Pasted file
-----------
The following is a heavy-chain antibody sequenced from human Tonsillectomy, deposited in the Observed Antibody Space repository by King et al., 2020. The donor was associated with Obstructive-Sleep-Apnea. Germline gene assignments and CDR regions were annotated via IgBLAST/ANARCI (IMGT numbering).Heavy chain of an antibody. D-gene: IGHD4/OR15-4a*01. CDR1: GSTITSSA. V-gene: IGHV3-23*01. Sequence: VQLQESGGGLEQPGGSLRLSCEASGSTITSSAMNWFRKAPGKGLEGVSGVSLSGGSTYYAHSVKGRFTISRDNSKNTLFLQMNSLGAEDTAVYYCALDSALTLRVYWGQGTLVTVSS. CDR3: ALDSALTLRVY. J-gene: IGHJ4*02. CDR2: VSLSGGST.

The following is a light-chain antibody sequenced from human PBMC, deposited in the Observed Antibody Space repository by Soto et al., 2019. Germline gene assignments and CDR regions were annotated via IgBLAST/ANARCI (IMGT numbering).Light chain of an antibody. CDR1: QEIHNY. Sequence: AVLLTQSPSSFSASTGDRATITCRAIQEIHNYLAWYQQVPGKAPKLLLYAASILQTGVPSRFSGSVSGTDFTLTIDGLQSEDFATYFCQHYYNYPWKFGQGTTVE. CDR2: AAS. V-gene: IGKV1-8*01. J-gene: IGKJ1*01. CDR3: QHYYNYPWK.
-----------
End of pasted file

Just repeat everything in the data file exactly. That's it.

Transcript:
The following is a heavy-chain antibody sequenced from human Tonsillectomy, deposited in the Observed Antibody Space repository by King et al., 2020. The donor was associated with Obstructive-Sleep-Apnea. Germline gene assignments and CDR regions were annotated via IgBLAST/ANARCI (IMGT numbering).Heavy chain of an antibody. D-gene: IGHD4/OR15-4a*01. CDR1: GSTITSSA. V-gene: IGHV3-23*01. Sequence: VQLQESGGGLEQPGGSLRLSCEASGSTITSSAMNWFRKAPGKGLEGVSGVSLSGGSTYYAHSVKGRFTISRDNSKNTLFLQMNSLGAEDTAVYYCALDSALTLRVYWGQGTLVTVSS. CDR3: ALDSALTLRVY. J-gene: IGHJ4*02. CDR2: VSLSGGST.

The following is a light-chain antibody sequenced from human PBMC, deposited in the Observed Antibody Space repository by Soto et al., 2019. Germline gene assignments and CDR regions were annotated via IgBLAST/ANARCI (IMGT numbering).Light chain of an antibody. CDR1: QEIHNY. Sequence: AVLLTQSPSSFSASTGDRATITCRAIQEIHNYLAWYQQVPGKAPKLLLYAASILQTGVPSRFSGSVSGTDFTLTIDGLQSEDFATYFCQHYYNYPWKFGQGTTVE. CDR2: AAS. V-gene: IGKV1-8*01. J-gene: IGKJ1*01. CDR3: QHYYNYPWK.